[erlang-questions] Improve $handle_undefined_function

Evan Miller <>
Tue Jan 22 19:30:45 CET 2013


On Tue, Jan 22, 2013 at 6:25 AM, Loïc Hoguin <> wrote:
>
> As for why Evan would use $handle_undefined_function instead of creating many functions, that's for him to decide. But both implementations of $handle_undefined_function allow all known uses of the feature, yet only one gets error handling and tools support straight.
>

Since my name is being thrown around as a sort of bugaboo and a way to
scare programmers' children with night-time stories, I'd like to
clarify why exactly I support horrible features like Pmods and
$handle_undefined_function in the Erlang run-time.

Most people on this list seem to care about "big-scale" issues like
reliability, predictability, processing kajillions of commercial
transactions, and so forth. I happen to care a lot more about
"small-scale" issues -- in particular, the programming experience of
one person just trying to get something to work for the first time and
having the code look nice. I think that's ultimately where innovation
comes from -- one person experimenting around, seeing if things work,
and not caring whether it's production-ready or fit to be seen by
anyone.

I worry that Erlang is missing out on a lot of potential developer
talent because the platform's benefits tend to be back-loaded: it's
great for the big-scale stuff, but it can be painful for a newcomer
just tinkering around and seeing if stuff works. A hobbyist has to be
both extremely tenacious and perhaps delusional to stick with Erlang
long enough to realize the platform's benefits.

For example, Erlang is missing one feature found in every other
language that I've used that is missing from Erlang. It's the ability
to write:

   Person.name

Not Person#person.name, not person:name(Person), not
proplists:get_value, not dict:fetch, just plain old stupid
anyone-who-has-ever-looked-at-a-programming-language-before-can-understand:
Person Dot Name. Every other language I can think of has something
like this, whether it's person.name, person->name, $person{name}, or
person.name(). I wonder how many potential Erlang programmers moved on
to something else because they couldn't find this very simple language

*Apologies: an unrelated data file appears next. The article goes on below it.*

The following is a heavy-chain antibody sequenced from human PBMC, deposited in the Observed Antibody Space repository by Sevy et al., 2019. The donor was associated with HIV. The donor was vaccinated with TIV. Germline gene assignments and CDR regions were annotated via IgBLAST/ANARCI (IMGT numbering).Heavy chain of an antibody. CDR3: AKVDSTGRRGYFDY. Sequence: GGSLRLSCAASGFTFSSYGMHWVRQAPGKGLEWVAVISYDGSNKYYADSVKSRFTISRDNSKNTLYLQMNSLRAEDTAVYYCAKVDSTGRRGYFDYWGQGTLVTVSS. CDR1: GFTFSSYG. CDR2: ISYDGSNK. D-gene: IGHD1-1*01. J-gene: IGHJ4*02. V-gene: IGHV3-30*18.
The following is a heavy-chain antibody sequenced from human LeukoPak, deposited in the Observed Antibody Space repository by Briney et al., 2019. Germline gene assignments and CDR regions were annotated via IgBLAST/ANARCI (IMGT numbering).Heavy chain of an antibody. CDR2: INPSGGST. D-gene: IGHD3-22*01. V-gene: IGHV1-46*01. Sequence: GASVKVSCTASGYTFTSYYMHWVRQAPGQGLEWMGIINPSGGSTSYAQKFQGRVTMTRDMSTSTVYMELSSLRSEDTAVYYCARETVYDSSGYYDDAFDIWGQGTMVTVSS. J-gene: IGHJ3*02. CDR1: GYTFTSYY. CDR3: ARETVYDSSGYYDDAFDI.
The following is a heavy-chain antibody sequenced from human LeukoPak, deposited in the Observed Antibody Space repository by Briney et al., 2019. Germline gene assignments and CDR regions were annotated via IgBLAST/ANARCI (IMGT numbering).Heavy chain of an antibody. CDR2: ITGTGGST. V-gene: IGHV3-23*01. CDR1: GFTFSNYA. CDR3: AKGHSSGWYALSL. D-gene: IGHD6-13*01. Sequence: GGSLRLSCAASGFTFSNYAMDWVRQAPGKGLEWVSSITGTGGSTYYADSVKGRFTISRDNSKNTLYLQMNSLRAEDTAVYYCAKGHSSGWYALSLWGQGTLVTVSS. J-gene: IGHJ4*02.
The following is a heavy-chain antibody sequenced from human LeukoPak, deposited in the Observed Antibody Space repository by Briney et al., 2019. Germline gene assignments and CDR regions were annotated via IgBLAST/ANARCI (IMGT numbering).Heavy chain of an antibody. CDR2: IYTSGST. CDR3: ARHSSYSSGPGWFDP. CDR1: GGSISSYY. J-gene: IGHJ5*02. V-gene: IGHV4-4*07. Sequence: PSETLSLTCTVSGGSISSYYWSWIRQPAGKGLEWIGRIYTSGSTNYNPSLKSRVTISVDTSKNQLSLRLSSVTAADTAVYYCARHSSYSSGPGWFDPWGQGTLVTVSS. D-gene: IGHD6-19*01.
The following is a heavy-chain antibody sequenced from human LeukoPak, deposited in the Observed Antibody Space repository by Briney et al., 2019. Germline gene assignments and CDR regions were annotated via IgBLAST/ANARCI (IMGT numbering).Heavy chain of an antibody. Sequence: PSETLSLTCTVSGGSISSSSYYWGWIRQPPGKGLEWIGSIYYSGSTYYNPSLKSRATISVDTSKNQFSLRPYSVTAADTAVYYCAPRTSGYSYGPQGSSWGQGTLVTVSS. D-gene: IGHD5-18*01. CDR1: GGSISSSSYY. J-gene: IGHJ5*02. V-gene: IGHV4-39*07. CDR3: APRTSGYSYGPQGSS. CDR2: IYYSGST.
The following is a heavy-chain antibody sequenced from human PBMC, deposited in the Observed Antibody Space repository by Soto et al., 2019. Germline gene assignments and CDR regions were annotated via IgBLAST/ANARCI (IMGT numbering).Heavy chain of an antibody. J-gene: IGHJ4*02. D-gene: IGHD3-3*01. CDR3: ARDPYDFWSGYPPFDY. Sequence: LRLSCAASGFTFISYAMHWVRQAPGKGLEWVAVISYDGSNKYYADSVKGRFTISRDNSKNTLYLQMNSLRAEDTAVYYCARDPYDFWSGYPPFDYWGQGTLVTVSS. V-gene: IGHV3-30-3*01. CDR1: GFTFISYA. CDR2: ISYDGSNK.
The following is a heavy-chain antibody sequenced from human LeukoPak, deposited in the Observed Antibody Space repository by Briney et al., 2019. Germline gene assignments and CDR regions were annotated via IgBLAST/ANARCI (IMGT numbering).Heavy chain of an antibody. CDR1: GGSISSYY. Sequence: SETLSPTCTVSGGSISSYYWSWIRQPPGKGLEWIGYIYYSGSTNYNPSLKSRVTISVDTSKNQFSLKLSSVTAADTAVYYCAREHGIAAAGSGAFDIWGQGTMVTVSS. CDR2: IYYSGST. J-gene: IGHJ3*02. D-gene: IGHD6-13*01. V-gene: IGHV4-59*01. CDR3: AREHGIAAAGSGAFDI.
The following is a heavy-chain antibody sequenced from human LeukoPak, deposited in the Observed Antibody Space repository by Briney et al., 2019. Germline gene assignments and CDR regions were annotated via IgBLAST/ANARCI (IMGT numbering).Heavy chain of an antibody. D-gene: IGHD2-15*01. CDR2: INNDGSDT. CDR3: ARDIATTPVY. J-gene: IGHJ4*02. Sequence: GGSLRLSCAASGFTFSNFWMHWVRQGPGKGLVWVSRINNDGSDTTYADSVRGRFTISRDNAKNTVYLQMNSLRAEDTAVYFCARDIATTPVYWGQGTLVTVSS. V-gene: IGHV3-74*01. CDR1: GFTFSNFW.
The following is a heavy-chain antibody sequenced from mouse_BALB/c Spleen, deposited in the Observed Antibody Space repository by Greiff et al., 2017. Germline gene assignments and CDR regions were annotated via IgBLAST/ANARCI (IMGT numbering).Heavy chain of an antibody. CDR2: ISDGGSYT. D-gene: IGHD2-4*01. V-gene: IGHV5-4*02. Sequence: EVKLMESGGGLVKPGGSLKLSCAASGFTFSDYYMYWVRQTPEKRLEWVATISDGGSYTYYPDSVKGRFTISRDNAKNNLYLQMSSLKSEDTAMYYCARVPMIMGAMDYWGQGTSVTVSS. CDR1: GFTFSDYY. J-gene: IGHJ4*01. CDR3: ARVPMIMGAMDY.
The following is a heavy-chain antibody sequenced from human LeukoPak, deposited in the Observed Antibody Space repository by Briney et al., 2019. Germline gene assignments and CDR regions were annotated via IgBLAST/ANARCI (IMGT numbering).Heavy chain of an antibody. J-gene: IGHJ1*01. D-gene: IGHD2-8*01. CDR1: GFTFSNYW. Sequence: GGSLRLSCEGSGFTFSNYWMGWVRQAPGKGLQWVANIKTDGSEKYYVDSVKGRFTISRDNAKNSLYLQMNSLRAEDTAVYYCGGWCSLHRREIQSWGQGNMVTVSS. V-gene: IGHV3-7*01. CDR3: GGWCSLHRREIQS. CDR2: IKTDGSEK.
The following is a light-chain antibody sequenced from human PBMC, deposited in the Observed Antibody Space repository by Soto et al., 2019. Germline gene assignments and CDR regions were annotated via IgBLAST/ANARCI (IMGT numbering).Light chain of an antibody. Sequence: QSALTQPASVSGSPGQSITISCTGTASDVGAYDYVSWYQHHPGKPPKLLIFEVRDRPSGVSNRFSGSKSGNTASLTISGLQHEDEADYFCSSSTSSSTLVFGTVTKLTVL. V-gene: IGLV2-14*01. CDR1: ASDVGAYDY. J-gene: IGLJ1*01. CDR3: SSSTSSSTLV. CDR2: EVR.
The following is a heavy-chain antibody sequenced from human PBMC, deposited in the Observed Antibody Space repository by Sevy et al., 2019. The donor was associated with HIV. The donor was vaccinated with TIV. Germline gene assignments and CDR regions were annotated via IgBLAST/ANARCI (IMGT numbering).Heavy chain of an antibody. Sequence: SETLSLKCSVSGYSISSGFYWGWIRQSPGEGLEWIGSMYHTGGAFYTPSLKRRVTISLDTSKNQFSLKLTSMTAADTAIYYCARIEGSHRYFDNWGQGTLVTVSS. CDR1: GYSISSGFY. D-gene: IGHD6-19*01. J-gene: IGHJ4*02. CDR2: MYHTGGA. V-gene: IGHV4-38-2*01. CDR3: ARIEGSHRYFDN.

construct while they were playing around with Erlang for the first
time.

Thanks to Pmods and some code generation, I was able to come up with
what I felt was acceptable alternative in Erlang: Person:name(). If
Erlang ever gets any kind of native support for syntax that looks like
that, I honestly won't care so much about Pmods.

That brings me to $handle_undefined_function. I won't actually use it
in production (much), since I'd rather have compile-time checks for my
generated functions, and I have most of the code generation I need at
this point. But it would have made my life a lot easier while I was
prototyping the library that later became BossDB. So that's why I
think it's necessary: to make it easier to experiment with ideas
before sweating it out with the dark arts of code generation.

I'd like to reiterate my proposal for
$should_handle_undefined_function as a way to resolve Loïc's concerns
while preserving the dynamic nature of $handle_undefined_function.
Some interesting use-cases that come to mind for me are a dynamic API
like:

   person:find_by_name("Joseph")

Is that a good API? I don't know, but I'd like to be able to
experiment with it, get a feel for it, and move on to something else
quickly if it turns out to be a bad idea. I'm sure people will
immediately tell me that the "right" way to do it is find(person,
name, "Joseph") or something. But maybe it's not -- maybe the increase
in readability is worth the loss in generality. Readability and
familiarity are really important for attracting hobbyist programmers,
who have a lot to contribute to any platform, and whose interests I
try represent on this list as best I can.

Evan

>
>
> --
> Loïc Hoguin
> Erlang Cowboy
> Nine Nines
> http://ninenines.eu
> _______________________________________________
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> 
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--
Evan Miller
http://www.evanmiller.org/



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